Alcohol Abuse New Haven, CT

Alcohol abuse takes its toll in many ways on multiple lives in New Haven every day. The city estimates that 571 people will be arrested for driving while intoxicated, six people will die in an alcohol related motor vehicle accident and the lives of 34 people will be lost due to alcohol abuse. While these are just estimations, these expected statistics paint a picture of the threat of alcohol abuse on the lives and wellbeing of residents in New Haven.

The National Institute on Alcohol Abuse and Alcoholism (NIAAA) defines alcohol abuse as the recurring use and overconsumption of alcohol even when negative consequences threaten the safety and well-being of all. Alcohol is an intoxicating substance that has a depressing effect on the central nervous system. Once consumed through beer, wine or liquor, it is absorbed quickly from the stomach into the bloodstream. NIAAA data explains that a standard drink that contains 0.6 ounces of pure ethanol is equal to twelve ounces of beer; eight ounces of malt liquor; five ounces of wine or a 1.5 ounces of rum, vodka or whiskey in a shot glass.

Alcohol Use Disorders

Various forms of problem drinking that becomes severe is diagnosed as alcohol use disorder. For instance, regular binge drinking, alcohol dependence and alcoholism, all fall under this definition. According to the NIAAA, there are at least seventeen million adults in the United States ages 18 and older with an alcohol use disorder. This includes 11.2 million men and 5.7 million women. Adolescents can be diagnosed with an AUD as well, and in 2012, an estimated 855,000 adolescents ages 12–17 had an AUD.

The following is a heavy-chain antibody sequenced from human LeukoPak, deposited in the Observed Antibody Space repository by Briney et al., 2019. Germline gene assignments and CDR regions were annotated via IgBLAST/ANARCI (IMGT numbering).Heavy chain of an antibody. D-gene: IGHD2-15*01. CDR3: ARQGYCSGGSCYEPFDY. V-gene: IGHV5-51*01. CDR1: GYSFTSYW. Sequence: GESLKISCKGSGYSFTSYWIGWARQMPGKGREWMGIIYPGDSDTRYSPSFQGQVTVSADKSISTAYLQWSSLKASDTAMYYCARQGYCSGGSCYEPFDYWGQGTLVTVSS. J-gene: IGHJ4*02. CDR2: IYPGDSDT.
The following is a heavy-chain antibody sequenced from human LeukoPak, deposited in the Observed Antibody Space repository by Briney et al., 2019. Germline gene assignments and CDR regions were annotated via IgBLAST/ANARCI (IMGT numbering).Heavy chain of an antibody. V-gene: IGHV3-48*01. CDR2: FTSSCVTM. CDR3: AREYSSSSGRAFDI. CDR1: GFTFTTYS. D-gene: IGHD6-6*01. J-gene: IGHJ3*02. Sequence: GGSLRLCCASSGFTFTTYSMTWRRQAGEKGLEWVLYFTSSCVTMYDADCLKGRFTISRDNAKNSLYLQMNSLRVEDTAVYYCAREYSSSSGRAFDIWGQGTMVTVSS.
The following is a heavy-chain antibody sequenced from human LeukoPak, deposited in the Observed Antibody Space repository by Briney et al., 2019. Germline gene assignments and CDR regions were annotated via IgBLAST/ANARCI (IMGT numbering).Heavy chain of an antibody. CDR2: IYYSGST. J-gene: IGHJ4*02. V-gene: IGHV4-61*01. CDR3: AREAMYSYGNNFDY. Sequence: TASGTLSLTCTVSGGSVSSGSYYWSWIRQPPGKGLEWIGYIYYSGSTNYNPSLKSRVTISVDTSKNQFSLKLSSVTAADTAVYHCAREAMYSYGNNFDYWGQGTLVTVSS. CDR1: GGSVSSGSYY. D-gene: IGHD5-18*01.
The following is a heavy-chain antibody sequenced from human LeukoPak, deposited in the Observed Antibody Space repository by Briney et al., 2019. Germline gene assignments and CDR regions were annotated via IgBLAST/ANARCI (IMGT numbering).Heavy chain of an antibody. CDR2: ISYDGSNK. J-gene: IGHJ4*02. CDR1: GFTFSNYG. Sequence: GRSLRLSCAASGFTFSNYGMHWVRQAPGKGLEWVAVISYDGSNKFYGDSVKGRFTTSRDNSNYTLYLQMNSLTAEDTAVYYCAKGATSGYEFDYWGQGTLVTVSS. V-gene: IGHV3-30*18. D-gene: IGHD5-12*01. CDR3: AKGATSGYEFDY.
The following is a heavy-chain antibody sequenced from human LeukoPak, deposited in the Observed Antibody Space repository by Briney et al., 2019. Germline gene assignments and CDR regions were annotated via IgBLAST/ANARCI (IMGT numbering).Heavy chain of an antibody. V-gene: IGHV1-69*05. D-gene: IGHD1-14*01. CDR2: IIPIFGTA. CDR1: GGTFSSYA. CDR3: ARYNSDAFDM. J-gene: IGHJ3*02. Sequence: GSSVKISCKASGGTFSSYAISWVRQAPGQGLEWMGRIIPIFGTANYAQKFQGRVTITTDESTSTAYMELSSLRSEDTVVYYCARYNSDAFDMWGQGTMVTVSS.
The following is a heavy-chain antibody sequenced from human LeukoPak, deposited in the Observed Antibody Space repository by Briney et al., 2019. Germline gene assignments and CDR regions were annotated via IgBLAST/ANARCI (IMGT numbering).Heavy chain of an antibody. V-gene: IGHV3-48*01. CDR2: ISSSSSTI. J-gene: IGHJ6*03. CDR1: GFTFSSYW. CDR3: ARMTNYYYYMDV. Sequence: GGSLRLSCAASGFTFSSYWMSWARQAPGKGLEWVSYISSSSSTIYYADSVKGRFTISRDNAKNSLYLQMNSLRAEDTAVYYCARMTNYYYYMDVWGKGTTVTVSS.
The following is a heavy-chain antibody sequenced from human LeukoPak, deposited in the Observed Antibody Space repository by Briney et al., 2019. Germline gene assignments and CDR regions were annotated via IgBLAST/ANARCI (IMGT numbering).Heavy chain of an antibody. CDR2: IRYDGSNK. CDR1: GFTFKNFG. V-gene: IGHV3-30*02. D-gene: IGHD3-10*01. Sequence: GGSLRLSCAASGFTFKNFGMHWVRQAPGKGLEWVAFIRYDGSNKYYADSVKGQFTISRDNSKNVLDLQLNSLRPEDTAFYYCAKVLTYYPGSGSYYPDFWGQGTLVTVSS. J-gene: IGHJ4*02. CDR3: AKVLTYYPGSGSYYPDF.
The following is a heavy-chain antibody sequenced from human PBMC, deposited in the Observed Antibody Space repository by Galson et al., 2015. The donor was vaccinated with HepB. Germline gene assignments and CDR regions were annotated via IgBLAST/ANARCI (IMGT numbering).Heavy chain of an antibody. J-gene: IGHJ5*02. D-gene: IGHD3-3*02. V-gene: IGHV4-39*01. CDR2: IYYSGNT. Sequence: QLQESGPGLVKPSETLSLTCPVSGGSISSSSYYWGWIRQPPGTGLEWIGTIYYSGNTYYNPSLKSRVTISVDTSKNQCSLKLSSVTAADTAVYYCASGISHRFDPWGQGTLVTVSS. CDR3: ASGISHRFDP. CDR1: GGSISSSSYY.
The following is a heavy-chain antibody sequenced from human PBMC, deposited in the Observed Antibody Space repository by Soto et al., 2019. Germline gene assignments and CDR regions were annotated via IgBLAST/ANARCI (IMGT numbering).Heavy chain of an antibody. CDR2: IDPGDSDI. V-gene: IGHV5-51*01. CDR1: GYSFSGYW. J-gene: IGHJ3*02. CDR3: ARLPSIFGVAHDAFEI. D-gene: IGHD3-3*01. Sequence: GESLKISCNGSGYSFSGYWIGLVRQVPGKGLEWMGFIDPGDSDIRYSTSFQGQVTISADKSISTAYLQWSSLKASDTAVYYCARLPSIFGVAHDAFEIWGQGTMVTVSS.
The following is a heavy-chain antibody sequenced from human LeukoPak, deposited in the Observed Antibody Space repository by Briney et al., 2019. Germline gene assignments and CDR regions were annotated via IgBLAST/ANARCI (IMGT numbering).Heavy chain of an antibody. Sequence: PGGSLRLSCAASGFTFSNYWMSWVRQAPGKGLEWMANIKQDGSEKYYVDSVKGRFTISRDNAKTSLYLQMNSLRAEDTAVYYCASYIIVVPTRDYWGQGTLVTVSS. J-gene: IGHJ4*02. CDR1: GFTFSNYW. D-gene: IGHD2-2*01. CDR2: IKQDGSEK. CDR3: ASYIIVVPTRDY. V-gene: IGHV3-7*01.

People who meet the criteria for having an alcohol use disorder experience two or more of the following situations within the same twelve month period.

  1. There are occasions when you drink more, or longer than you intended.
  2. You have made more than one attempt to reduce the amount of alcohol you drink but couldn't.
  3. You spend a lot of time drinking, being sick or getting over the aftereffects of drinking.
  4. Have experienced craving which is a strong need, or urge, to drink?
  5. Drinking or being sick from drinking often interferes with daily responsibilities such as caring for home, family, going to work or school.
  6. You continue to drink despite its negative impact on your relationships and lifestyle.
  7. Drinking has changed your life in various ways such as caused you to give up activities that you formerly enjoyed.
  8. You have put yourself and others at risk while intoxicated on more than one occasion such as driving, swimming, engaging in unprotected sex, getting into arguments, going into an unsafe environment or using potentially dangerous machinery.
  9. You have continued to drink despite the fact that you know it is having a psychological effect on you such as mood swings, depression, and anxiety or have had memory blackouts.
  10. Your alcohol consumption is increasing to get the effect you want.
  11. When you stop drinking you experience the discomfort of withdrawal symptoms which may include nausea, sweating, shakiness, irritability, insomnia, anxiety, depression or paranoia to name a few.

Whether you have just started experiencing problems with alcohol or have been struggling for a long time, you can benefit from treatment. Unfortunately, most people wait until alcohol abuse has caused them serious and at times irreversible damage before seeking help.

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